Lastly, as an aside, I found Tuesday to be such a well-spring of emotions: excitement, anticipation, wonder, frustration, joy. And my list could go on. But I’ll say for me personally, as a young(ish) person, “what an exciting time to be an American.”

  18. I was also concerned about civil liberties issues such as government secrecy, respect for the Constitution, inclusiveness, and civility in public life and discourse.

  19. Hey Wess,

    Am I the first one to ask what is “Post-Christian”? If so, I’m awaiting the public humiliation that comes with my innocence ;-).

  20. Yes I voted. Though I don’t put Faith in politics and leadership. I put Faith in how the Spirit works in each of us. So I do pray for compasionate strong leadership, and leaders that Represent, and speak up for the poor and disadvantaged.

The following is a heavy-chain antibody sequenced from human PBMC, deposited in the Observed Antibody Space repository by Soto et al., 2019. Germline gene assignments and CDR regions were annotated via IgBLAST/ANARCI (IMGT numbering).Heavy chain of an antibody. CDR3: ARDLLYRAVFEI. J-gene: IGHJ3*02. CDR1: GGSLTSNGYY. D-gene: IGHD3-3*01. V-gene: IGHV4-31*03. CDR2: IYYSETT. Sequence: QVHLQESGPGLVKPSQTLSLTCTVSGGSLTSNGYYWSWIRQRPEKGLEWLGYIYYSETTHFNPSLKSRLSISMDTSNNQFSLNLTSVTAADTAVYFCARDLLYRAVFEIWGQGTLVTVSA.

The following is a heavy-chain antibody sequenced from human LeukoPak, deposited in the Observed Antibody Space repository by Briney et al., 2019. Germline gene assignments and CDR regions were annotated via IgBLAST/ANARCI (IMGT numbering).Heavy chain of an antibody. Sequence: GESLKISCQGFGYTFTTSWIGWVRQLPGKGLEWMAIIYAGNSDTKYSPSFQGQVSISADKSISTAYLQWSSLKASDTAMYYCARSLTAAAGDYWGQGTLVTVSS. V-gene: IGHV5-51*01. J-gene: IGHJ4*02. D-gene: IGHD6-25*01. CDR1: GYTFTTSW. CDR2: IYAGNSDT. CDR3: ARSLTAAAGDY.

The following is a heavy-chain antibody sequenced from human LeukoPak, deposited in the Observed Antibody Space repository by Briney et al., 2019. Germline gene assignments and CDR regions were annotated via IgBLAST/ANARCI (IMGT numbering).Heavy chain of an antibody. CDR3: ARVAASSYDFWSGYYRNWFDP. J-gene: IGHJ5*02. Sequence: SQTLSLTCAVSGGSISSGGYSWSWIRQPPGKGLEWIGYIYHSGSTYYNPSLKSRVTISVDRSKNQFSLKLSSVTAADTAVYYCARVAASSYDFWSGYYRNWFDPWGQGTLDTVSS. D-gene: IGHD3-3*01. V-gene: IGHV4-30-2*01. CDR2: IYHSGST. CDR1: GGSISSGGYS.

I hope others can pray with me, and as a Society of Friends find ways to live that are true to our Faith.
    love DL

  21. I always have trouble fitting into discrete boxes … but I understand thy need to offer categories (rather than presenting an essay question) to do a survey. In fact my main reason for voting the way I did was a hope to check the fear-based, polarizing, fragmenting tactics and goals of the past eight years.

    And a quibble: I may belong to a liberal yearly meeting, but I can hardly characterize myself as Hicksite! My personal faith is a lot more Wilburite, and there’s a strong strand of that throughout Philadelphia Yearly Meeting. If I were living elsewhere, no doubt my affiliation would be different.